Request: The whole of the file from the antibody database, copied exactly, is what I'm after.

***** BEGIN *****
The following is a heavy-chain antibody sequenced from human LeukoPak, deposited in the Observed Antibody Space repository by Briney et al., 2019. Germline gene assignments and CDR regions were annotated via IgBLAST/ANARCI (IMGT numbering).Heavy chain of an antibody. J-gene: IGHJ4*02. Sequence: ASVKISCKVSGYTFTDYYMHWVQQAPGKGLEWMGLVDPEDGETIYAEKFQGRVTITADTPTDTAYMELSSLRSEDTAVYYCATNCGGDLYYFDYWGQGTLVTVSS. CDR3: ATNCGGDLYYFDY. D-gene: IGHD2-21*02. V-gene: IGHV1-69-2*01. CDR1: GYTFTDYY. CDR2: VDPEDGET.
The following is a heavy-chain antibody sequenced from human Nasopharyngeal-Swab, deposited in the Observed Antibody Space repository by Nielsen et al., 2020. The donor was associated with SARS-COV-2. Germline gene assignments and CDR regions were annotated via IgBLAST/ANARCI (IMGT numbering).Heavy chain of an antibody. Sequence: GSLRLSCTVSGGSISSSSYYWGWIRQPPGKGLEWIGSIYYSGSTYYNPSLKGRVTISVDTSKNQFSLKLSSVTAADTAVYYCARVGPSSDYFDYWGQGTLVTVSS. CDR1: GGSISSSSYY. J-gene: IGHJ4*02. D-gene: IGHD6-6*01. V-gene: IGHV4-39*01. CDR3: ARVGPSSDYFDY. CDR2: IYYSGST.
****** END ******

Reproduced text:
The following is a heavy-chain antibody sequenced from human LeukoPak, deposited in the Observed Antibody Space repository by Briney et al., 2019. Germline gene assignments and CDR regions were annotated via IgBLAST/ANARCI (IMGT numbering).Heavy chain of an antibody. J-gene: IGHJ4*02. Sequence: ASVKISCKVSGYTFTDYYMHWVQQAPGKGLEWMGLVDPEDGETIYAEKFQGRVTITADTPTDTAYMELSSLRSEDTAVYYCATNCGGDLYYFDYWGQGTLVTVSS. CDR3: ATNCGGDLYYFDY. D-gene: IGHD2-21*02. V-gene: IGHV1-69-2*01. CDR1: GYTFTDYY. CDR2: VDPEDGET.
The following is a heavy-chain antibody sequenced from human Nasopharyngeal-Swab, deposited in the Observed Antibody Space repository by Nielsen et al., 2020. The donor was associated with SARS-COV-2. Germline gene assignments and CDR regions were annotated via IgBLAST/ANARCI (IMGT numbering).Heavy chain of an antibody. Sequence: GSLRLSCTVSGGSISSSSYYWGWIRQPPGKGLEWIGSIYYSGSTYYNPSLKGRVTISVDTSKNQFSLKLSSVTAADTAVYYCARVGPSSDYFDYWGQGTLVTVSS. CDR1: GGSISSSSYY. J-gene: IGHJ4*02. D-gene: IGHD6-6*01. V-gene: IGHV4-39*01. CDR3: ARVGPSSDYFDY. CDR2: IYYSGST.